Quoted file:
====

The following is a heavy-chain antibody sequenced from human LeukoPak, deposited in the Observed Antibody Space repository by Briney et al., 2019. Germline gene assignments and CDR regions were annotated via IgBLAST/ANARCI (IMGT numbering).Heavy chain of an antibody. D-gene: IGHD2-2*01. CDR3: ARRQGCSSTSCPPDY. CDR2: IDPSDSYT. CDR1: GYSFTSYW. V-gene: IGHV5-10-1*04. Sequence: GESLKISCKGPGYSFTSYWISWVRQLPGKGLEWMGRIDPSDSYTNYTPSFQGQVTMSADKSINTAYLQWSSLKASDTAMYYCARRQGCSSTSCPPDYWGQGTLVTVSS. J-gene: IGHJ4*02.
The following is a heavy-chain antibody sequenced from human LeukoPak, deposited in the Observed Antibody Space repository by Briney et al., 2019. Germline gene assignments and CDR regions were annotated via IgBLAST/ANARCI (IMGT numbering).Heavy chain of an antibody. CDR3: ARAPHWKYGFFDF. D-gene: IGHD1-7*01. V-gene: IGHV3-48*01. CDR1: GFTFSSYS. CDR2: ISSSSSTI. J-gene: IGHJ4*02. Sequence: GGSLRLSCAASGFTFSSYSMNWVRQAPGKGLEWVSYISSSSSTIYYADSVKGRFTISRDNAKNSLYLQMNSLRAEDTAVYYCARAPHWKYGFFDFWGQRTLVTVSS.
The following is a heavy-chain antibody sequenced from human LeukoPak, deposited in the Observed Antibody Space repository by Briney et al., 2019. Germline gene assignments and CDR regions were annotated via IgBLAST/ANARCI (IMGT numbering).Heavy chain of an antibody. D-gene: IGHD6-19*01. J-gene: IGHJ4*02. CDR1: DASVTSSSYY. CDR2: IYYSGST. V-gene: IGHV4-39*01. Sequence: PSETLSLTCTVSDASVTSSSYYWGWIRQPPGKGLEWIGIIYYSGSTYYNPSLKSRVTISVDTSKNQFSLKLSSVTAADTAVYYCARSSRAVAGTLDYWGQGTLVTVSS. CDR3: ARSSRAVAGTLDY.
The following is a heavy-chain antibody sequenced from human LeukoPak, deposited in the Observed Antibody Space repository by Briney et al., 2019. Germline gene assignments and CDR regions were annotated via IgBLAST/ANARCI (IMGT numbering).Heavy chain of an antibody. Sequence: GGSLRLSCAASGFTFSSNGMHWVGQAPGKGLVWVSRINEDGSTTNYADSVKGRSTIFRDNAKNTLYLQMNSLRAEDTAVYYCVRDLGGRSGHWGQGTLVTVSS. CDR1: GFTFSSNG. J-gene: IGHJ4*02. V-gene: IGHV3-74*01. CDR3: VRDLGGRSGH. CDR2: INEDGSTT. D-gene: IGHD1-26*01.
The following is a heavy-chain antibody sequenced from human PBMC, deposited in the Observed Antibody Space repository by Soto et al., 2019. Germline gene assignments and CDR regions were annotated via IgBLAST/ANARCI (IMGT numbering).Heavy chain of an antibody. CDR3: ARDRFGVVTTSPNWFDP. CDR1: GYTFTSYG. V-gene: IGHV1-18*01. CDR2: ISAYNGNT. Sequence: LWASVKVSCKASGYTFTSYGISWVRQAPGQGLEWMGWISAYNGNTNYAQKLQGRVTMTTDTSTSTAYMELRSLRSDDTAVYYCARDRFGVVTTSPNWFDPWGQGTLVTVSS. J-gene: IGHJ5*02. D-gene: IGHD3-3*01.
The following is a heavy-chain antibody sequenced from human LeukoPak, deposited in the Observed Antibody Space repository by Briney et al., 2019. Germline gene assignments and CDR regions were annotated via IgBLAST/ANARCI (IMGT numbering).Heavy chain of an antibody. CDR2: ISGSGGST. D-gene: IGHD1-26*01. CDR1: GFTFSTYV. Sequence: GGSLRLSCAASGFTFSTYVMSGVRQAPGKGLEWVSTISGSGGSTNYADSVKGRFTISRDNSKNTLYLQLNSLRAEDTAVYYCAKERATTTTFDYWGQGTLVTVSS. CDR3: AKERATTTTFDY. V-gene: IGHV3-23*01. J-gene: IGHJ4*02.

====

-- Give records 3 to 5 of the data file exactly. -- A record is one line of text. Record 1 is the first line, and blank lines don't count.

The following is a heavy-chain antibody sequenced from human LeukoPak, deposited in the Observed Antibody Space repository by Briney et al., 2019. Germline gene assignments and CDR regions were annotated via IgBLAST/ANARCI (IMGT numbering).Heavy chain of an antibody. D-gene: IGHD6-19*01. J-gene: IGHJ4*02. CDR1: DASVTSSSYY. CDR2: IYYSGST. V-gene: IGHV4-39*01. Sequence: PSETLSLTCTVSDASVTSSSYYWGWIRQPPGKGLEWIGIIYYSGSTYYNPSLKSRVTISVDTSKNQFSLKLSSVTAADTAVYYCARSSRAVAGTLDYWGQGTLVTVSS. CDR3: ARSSRAVAGTLDY.
The following is a heavy-chain antibody sequenced from human LeukoPak, deposited in the Observed Antibody Space repository by Briney et al., 2019. Germline gene assignments and CDR regions were annotated via IgBLAST/ANARCI (IMGT numbering).Heavy chain of an antibody. Sequence: GGSLRLSCAASGFTFSSNGMHWVGQAPGKGLVWVSRINEDGSTTNYADSVKGRSTIFRDNAKNTLYLQMNSLRAEDTAVYYCVRDLGGRSGHWGQGTLVTVSS. CDR1: GFTFSSNG. J-gene: IGHJ4*02. V-gene: IGHV3-74*01. CDR3: VRDLGGRSGH. CDR2: INEDGSTT. D-gene: IGHD1-26*01.
The following is a heavy-chain antibody sequenced from human PBMC, deposited in the Observed Antibody Space repository by Soto et al., 2019. Germline gene assignments and CDR regions were annotated via IgBLAST/ANARCI (IMGT numbering).Heavy chain of an antibody. CDR3: ARDRFGVVTTSPNWFDP. CDR1: GYTFTSYG. V-gene: IGHV1-18*01. CDR2: ISAYNGNT. Sequence: LWASVKVSCKASGYTFTSYGISWVRQAPGQGLEWMGWISAYNGNTNYAQKLQGRVTMTTDTSTSTAYMELRSLRSDDTAVYYCARDRFGVVTTSPNWFDPWGQGTLVTVSS. J-gene: IGHJ5*02. D-gene: IGHD3-3*01.